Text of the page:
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Eircom Approaches Freer Share Trading as Blackstone Raises Stake

Eircom Group, the former Irish state-owned phone company that has changed ownership six times since 1999, may see more shareholder movement next year as trading restrictions are lifted on senior lenders who took control in 2012.

“At the moment it’s difficult for people to accumulate equity positions, as they have to take over debt as well,” Chief Financial Officer Richard Moat said in a phone interview. The end of the debt-equity agreement “will definitely change things” and will probably lead to an “over-the-counter grey market for equity” in the company, he said.

Blackstone Group LP navigated trading constraints to build up a holding of almost 25 percent in closely held Eircom at the end of September, according to the Dublin-based company’s bondholder filings. The world’s largest manager of alternative assets held 18.6 percent in April, according to an Eircom bond prospectus that disclosed stakes of the largest lenders-turned-equity-holders.

Eircom racked up 4.1 billion euros ($5.6 billion) of gross debt through a series of ownership changes in 13 years before it filed the country’s biggest creditor protection petition in March 2012. Its most senior lenders, led by New York-based Blackstone, wrote off 15 percent of their 2.4 billion-euro net loans and took control of the company as more junior creditors lost almost all their investment.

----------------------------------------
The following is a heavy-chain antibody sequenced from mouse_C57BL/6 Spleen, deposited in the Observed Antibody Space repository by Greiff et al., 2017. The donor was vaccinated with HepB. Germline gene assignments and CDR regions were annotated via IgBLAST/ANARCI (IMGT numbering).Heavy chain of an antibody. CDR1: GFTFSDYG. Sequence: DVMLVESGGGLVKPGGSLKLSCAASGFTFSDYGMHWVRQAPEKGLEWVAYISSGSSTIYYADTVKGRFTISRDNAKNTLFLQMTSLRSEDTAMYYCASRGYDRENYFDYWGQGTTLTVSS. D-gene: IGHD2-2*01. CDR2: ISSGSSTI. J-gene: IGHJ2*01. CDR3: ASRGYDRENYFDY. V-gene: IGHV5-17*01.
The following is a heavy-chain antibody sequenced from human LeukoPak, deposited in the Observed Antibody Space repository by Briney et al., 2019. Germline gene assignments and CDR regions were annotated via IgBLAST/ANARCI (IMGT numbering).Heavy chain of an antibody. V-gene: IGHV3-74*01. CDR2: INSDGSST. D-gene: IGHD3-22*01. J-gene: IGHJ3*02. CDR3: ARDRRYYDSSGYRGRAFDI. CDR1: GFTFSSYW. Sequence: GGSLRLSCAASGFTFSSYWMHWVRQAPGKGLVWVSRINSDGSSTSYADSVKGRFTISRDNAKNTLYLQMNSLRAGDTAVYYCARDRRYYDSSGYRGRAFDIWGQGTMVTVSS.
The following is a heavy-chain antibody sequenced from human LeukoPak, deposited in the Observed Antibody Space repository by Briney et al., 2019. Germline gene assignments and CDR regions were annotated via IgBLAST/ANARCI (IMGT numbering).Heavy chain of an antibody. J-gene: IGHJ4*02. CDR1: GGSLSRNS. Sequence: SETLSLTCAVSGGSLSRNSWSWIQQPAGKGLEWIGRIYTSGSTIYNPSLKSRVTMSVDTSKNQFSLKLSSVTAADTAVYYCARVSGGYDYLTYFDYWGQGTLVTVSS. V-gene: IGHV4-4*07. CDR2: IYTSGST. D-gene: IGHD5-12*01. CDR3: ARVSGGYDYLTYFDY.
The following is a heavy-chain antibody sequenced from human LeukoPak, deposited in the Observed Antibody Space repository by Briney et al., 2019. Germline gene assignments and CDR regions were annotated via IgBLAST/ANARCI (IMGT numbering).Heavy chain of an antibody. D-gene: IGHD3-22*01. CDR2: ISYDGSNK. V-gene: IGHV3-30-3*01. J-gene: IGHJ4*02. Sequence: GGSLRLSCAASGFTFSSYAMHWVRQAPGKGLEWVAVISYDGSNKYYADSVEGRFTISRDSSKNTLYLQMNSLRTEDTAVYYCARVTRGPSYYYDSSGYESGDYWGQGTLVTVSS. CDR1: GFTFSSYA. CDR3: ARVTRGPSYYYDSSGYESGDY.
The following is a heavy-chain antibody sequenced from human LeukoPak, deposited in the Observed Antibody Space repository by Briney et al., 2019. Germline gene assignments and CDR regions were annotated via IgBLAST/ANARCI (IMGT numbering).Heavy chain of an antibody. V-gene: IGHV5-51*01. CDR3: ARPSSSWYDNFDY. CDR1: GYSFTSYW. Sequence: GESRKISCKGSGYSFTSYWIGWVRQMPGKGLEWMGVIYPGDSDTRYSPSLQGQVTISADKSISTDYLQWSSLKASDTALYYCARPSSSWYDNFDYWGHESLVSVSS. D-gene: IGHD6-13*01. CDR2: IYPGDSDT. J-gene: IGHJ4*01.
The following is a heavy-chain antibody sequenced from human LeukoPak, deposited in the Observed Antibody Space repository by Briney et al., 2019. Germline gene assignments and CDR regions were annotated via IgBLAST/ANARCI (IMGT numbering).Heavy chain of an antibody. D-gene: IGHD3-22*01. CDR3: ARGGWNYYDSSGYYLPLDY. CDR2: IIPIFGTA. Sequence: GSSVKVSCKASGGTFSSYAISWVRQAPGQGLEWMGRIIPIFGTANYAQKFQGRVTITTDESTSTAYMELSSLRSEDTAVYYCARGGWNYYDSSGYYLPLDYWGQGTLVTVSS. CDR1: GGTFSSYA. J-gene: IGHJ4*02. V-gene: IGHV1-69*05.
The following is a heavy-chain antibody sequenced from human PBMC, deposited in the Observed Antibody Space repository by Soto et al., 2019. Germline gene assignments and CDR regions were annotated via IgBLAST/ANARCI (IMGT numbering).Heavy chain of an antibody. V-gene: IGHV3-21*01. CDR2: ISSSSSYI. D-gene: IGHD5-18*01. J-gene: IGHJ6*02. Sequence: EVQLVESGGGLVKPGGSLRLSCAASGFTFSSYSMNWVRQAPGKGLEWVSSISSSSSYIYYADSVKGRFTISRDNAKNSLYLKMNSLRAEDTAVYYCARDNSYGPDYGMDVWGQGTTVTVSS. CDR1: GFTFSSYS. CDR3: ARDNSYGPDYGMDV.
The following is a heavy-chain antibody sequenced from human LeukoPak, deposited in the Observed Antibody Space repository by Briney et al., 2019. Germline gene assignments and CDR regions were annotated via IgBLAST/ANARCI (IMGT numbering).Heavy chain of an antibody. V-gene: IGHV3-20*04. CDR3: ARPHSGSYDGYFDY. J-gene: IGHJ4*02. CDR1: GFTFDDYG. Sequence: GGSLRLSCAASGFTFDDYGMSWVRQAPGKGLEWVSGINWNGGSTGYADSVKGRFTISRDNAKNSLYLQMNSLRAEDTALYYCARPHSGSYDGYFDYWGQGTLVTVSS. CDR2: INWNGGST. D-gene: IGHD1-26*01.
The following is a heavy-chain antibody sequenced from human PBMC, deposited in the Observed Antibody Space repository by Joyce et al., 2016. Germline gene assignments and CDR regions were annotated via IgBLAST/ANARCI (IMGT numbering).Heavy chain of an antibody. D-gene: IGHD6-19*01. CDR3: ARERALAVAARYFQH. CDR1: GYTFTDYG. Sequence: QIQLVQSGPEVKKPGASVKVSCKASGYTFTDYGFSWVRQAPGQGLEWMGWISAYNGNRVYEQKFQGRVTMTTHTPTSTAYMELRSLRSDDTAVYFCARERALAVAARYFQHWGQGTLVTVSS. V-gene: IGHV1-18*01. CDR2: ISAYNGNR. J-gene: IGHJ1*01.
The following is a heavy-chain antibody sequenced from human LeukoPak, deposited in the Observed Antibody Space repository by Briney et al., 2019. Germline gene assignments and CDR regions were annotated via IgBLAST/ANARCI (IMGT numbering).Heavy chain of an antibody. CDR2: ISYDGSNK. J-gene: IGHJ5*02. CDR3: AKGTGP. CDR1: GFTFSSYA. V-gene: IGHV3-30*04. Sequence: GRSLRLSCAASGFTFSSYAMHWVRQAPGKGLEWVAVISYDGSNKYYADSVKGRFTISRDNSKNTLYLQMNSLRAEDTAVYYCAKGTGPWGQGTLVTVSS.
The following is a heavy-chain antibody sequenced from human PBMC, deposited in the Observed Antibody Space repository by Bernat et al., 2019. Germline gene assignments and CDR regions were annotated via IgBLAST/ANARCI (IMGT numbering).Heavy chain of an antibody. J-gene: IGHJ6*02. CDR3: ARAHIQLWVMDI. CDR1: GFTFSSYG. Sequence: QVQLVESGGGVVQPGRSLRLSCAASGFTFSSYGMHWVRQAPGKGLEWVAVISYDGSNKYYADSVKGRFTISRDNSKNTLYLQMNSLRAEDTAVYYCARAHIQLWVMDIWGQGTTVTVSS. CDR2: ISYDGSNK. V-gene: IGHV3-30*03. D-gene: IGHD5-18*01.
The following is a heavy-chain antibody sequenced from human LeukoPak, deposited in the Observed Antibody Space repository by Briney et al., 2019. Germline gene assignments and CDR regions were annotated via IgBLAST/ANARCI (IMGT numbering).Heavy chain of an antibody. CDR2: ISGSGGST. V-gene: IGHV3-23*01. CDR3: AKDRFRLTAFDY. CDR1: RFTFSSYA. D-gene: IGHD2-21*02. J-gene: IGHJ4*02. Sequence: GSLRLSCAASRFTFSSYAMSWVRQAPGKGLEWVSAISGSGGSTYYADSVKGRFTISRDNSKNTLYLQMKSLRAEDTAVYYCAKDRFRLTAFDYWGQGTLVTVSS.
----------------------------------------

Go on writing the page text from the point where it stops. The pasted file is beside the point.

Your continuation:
Under Eircom’s rescue plan, the lenders agreed to only trade equity and debt in so-called stapled units for two years to June 2014.

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Blackstone’s 24.7 percent stake at Sept. 25 compared with the 6.7 percent held by Alcentra Ltd., the money manager owned by Bank of New York Mellon Corp.; Silver Point Capital LP’s 3.5 percent; and Anchorage Capital Group LLC’s holding of almost 3 percent.

Moat declined to comment on ownership movements since then. Paddy Hughes, a spokesman for Blackstone who works at Drury Communications, wasn’t immediately able to comment.

Eircom said today that adjusted earnings before interest, taxes, depreciation and amortization fell 1 percent to 119 million euros in the first financial quarter through September as sales declined 9 percent to 323 million euros.

“We’ve seen a clear stabilization in Ebitda in recent quarters, after years of decline,” said Moat.

The company is counting on its new high-speed fiber broadband service, its introduction of Ireland’s first 4G mobile service in September, and the start of the eVision television service last month to help rebuild revenue, he said.

“It’s difficult to predict accurately” when sales will stabilize, Moet said. “But the Irish macro-economy is going in the right direction.”

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